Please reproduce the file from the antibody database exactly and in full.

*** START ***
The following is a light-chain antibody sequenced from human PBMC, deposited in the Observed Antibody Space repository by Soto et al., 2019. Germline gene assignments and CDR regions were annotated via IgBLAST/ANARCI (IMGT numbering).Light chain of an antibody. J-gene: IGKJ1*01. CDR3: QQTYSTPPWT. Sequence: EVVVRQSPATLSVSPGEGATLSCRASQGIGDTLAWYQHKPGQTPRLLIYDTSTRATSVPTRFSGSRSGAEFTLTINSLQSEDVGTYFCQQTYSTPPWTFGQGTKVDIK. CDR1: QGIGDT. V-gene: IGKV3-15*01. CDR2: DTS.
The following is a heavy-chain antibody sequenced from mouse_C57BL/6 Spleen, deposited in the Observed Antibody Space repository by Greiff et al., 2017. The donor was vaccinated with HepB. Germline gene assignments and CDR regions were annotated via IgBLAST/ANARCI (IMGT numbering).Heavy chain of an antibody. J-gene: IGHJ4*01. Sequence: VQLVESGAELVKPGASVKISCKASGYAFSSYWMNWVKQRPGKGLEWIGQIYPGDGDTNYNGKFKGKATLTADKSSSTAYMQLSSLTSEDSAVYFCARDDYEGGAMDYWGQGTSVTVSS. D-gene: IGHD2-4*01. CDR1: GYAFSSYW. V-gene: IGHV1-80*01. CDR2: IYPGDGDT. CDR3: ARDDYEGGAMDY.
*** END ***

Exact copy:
The following is a light-chain antibody sequenced from human PBMC, deposited in the Observed Antibody Space repository by Soto et al., 2019. Germline gene assignments and CDR regions were annotated via IgBLAST/ANARCI (IMGT numbering).Light chain of an antibody. J-gene: IGKJ1*01. CDR3: QQTYSTPPWT. Sequence: EVVVRQSPATLSVSPGEGATLSCRASQGIGDTLAWYQHKPGQTPRLLIYDTSTRATSVPTRFSGSRSGAEFTLTINSLQSEDVGTYFCQQTYSTPPWTFGQGTKVDIK. CDR1: QGIGDT. V-gene: IGKV3-15*01. CDR2: DTS.
The following is a heavy-chain antibody sequenced from mouse_C57BL/6 Spleen, deposited in the Observed Antibody Space repository by Greiff et al., 2017. The donor was vaccinated with HepB. Germline gene assignments and CDR regions were annotated via IgBLAST/ANARCI (IMGT numbering).Heavy chain of an antibody. J-gene: IGHJ4*01. Sequence: VQLVESGAELVKPGASVKISCKASGYAFSSYWMNWVKQRPGKGLEWIGQIYPGDGDTNYNGKFKGKATLTADKSSSTAYMQLSSLTSEDSAVYFCARDDYEGGAMDYWGQGTSVTVSS. D-gene: IGHD2-4*01. CDR1: GYAFSSYW. V-gene: IGHV1-80*01. CDR2: IYPGDGDT. CDR3: ARDDYEGGAMDY.